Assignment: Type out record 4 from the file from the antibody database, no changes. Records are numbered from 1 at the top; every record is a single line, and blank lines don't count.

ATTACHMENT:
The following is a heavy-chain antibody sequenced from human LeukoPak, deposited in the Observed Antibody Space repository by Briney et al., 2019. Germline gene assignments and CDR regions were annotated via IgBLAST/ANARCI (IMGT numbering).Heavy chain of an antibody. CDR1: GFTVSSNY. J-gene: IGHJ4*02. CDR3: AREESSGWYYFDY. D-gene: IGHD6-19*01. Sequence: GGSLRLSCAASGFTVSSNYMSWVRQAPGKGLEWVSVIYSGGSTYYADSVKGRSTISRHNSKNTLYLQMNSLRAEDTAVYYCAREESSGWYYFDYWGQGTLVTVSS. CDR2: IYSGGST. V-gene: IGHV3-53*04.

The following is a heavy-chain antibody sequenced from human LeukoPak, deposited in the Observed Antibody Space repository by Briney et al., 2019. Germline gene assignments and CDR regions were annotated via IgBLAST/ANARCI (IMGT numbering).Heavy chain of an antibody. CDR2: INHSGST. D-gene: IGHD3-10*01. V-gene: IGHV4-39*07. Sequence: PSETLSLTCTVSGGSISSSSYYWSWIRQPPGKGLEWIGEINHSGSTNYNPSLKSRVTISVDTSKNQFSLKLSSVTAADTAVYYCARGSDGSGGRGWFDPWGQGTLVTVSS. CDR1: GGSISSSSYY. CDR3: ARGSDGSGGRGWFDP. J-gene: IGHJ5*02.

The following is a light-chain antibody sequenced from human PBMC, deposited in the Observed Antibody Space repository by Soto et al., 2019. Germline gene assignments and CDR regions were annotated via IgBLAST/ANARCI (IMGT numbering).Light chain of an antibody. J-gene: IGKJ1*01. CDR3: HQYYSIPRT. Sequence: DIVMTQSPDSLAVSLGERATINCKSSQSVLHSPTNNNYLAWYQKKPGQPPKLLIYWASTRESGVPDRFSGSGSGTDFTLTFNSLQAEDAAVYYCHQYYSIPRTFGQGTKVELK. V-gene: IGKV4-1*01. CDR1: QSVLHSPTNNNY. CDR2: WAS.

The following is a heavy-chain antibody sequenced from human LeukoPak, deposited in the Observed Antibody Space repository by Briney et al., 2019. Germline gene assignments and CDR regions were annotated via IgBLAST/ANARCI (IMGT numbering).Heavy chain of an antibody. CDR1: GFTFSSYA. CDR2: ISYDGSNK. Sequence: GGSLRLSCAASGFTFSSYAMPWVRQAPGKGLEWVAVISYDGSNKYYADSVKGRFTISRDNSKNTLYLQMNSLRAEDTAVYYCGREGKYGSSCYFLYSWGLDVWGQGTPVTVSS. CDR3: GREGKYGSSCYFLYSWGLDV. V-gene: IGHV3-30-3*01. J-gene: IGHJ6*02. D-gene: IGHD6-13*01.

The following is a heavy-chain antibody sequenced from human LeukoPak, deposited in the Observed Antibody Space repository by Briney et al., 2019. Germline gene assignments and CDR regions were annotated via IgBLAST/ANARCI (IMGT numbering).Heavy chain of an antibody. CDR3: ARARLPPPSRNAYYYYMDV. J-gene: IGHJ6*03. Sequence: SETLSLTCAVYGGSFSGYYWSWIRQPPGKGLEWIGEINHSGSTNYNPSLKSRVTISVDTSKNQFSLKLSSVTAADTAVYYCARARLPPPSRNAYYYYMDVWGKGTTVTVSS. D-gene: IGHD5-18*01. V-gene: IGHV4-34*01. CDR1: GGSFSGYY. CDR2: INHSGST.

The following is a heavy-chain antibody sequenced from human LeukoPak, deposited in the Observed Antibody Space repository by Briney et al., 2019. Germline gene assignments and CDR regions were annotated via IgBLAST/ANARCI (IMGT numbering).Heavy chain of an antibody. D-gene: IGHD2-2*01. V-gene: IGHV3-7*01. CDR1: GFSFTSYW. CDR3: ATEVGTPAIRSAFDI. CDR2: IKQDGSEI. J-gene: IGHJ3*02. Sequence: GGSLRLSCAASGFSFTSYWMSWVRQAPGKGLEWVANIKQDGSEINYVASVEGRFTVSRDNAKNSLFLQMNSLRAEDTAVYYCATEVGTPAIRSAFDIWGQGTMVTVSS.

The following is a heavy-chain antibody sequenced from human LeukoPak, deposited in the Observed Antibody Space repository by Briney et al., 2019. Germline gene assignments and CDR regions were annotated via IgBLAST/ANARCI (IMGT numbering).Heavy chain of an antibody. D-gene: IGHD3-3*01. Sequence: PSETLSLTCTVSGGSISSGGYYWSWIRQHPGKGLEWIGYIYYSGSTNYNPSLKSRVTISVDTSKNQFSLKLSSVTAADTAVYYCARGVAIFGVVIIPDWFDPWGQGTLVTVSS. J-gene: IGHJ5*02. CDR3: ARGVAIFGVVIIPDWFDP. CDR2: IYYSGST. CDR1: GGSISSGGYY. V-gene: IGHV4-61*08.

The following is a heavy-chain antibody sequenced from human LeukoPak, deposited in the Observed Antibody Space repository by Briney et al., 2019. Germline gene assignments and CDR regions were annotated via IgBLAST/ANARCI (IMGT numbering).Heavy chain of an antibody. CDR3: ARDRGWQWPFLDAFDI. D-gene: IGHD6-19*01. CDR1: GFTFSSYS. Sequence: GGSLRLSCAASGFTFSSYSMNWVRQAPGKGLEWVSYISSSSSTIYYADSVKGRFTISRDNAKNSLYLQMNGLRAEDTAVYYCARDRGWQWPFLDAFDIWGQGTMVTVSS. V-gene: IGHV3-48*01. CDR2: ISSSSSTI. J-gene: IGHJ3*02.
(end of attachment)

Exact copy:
The following is a heavy-chain antibody sequenced from human LeukoPak, deposited in the Observed Antibody Space repository by Briney et al., 2019. Germline gene assignments and CDR regions were annotated via IgBLAST/ANARCI (IMGT numbering).Heavy chain of an antibody. CDR1: GFTFSSYA. CDR2: ISYDGSNK. Sequence: GGSLRLSCAASGFTFSSYAMPWVRQAPGKGLEWVAVISYDGSNKYYADSVKGRFTISRDNSKNTLYLQMNSLRAEDTAVYYCGREGKYGSSCYFLYSWGLDVWGQGTPVTVSS. CDR3: GREGKYGSSCYFLYSWGLDV. V-gene: IGHV3-30-3*01. J-gene: IGHJ6*02. D-gene: IGHD6-13*01.